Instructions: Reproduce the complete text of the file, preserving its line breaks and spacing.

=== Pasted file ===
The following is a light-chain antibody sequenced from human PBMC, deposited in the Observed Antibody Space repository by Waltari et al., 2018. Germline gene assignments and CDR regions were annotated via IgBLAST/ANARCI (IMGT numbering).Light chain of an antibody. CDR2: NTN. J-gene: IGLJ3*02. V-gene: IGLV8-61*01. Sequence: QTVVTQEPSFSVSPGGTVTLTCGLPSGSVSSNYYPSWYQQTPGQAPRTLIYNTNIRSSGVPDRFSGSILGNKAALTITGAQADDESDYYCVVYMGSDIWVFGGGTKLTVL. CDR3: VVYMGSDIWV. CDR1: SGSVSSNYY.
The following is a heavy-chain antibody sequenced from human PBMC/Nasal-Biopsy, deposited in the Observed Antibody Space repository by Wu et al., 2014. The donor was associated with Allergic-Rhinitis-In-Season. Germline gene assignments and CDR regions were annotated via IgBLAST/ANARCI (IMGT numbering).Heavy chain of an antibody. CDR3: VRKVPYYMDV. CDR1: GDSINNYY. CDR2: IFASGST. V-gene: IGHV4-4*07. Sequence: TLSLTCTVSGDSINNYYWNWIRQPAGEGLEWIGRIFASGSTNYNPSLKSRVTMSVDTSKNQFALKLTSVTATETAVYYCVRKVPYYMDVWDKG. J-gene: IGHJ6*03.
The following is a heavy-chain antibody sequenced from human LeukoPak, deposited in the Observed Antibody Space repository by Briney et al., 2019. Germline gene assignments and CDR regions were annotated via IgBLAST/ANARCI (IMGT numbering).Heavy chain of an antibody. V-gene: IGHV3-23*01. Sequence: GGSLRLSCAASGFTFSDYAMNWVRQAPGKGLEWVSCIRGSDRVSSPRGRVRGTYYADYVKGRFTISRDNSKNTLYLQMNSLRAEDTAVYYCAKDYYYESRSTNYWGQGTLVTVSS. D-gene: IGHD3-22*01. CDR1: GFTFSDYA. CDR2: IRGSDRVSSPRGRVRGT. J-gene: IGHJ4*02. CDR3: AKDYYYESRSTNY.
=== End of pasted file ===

The following is a light-chain antibody sequenced from human PBMC, deposited in the Observed Antibody Space repository by Waltari et al., 2018. Germline gene assignments and CDR regions were annotated via IgBLAST/ANARCI (IMGT numbering).Light chain of an antibody. CDR2: NTN. J-gene: IGLJ3*02. V-gene: IGLV8-61*01. Sequence: QTVVTQEPSFSVSPGGTVTLTCGLPSGSVSSNYYPSWYQQTPGQAPRTLIYNTNIRSSGVPDRFSGSILGNKAALTITGAQADDESDYYCVVYMGSDIWVFGGGTKLTVL. CDR3: VVYMGSDIWV. CDR1: SGSVSSNYY.
The following is a heavy-chain antibody sequenced from human PBMC/Nasal-Biopsy, deposited in the Observed Antibody Space repository by Wu et al., 2014. The donor was associated with Allergic-Rhinitis-In-Season. Germline gene assignments and CDR regions were annotated via IgBLAST/ANARCI (IMGT numbering).Heavy chain of an antibody. CDR3: VRKVPYYMDV. CDR1: GDSINNYY. CDR2: IFASGST. V-gene: IGHV4-4*07. Sequence: TLSLTCTVSGDSINNYYWNWIRQPAGEGLEWIGRIFASGSTNYNPSLKSRVTMSVDTSKNQFALKLTSVTATETAVYYCVRKVPYYMDVWDKG. J-gene: IGHJ6*03.
The following is a heavy-chain antibody sequenced from human LeukoPak, deposited in the Observed Antibody Space repository by Briney et al., 2019. Germline gene assignments and CDR regions were annotated via IgBLAST/ANARCI (IMGT numbering).Heavy chain of an antibody. V-gene: IGHV3-23*01. Sequence: GGSLRLSCAASGFTFSDYAMNWVRQAPGKGLEWVSCIRGSDRVSSPRGRVRGTYYADYVKGRFTISRDNSKNTLYLQMNSLRAEDTAVYYCAKDYYYESRSTNYWGQGTLVTVSS. D-gene: IGHD3-22*01. CDR1: GFTFSDYA. CDR2: IRGSDRVSSPRGRVRGT. J-gene: IGHJ4*02. CDR3: AKDYYYESRSTNY.